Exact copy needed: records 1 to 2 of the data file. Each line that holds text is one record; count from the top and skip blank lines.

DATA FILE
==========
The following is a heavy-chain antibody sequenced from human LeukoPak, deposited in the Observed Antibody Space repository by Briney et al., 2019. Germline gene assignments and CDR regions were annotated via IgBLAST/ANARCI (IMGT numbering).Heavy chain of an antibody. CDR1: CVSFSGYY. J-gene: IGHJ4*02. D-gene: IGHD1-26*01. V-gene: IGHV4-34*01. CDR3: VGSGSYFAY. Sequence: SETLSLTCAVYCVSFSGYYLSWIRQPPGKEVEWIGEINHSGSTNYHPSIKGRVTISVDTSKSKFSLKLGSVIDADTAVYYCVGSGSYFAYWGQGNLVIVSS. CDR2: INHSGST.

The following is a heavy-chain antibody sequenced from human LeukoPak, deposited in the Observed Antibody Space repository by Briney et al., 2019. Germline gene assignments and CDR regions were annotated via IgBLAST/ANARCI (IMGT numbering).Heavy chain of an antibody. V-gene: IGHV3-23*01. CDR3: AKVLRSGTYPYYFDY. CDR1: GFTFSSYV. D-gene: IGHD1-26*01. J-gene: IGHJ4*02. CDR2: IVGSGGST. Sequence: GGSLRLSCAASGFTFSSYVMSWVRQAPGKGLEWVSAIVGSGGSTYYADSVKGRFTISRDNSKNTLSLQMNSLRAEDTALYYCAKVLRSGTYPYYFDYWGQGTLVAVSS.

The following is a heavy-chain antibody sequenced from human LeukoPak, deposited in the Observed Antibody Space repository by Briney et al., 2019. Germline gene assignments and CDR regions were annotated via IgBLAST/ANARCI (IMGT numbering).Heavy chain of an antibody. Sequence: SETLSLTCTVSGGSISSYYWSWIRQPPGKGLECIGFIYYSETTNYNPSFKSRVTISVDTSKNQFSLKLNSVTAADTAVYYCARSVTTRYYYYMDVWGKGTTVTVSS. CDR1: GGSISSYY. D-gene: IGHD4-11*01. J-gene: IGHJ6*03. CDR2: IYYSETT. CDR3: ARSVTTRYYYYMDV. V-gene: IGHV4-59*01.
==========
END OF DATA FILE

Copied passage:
The following is a heavy-chain antibody sequenced from human LeukoPak, deposited in the Observed Antibody Space repository by Briney et al., 2019. Germline gene assignments and CDR regions were annotated via IgBLAST/ANARCI (IMGT numbering).Heavy chain of an antibody. CDR1: CVSFSGYY. J-gene: IGHJ4*02. D-gene: IGHD1-26*01. V-gene: IGHV4-34*01. CDR3: VGSGSYFAY. Sequence: SETLSLTCAVYCVSFSGYYLSWIRQPPGKEVEWIGEINHSGSTNYHPSIKGRVTISVDTSKSKFSLKLGSVIDADTAVYYCVGSGSYFAYWGQGNLVIVSS. CDR2: INHSGST.

The following is a heavy-chain antibody sequenced from human LeukoPak, deposited in the Observed Antibody Space repository by Briney et al., 2019. Germline gene assignments and CDR regions were annotated via IgBLAST/ANARCI (IMGT numbering).Heavy chain of an antibody. V-gene: IGHV3-23*01. CDR3: AKVLRSGTYPYYFDY. CDR1: GFTFSSYV. D-gene: IGHD1-26*01. J-gene: IGHJ4*02. CDR2: IVGSGGST. Sequence: GGSLRLSCAASGFTFSSYVMSWVRQAPGKGLEWVSAIVGSGGSTYYADSVKGRFTISRDNSKNTLSLQMNSLRAEDTALYYCAKVLRSGTYPYYFDYWGQGTLVAVSS.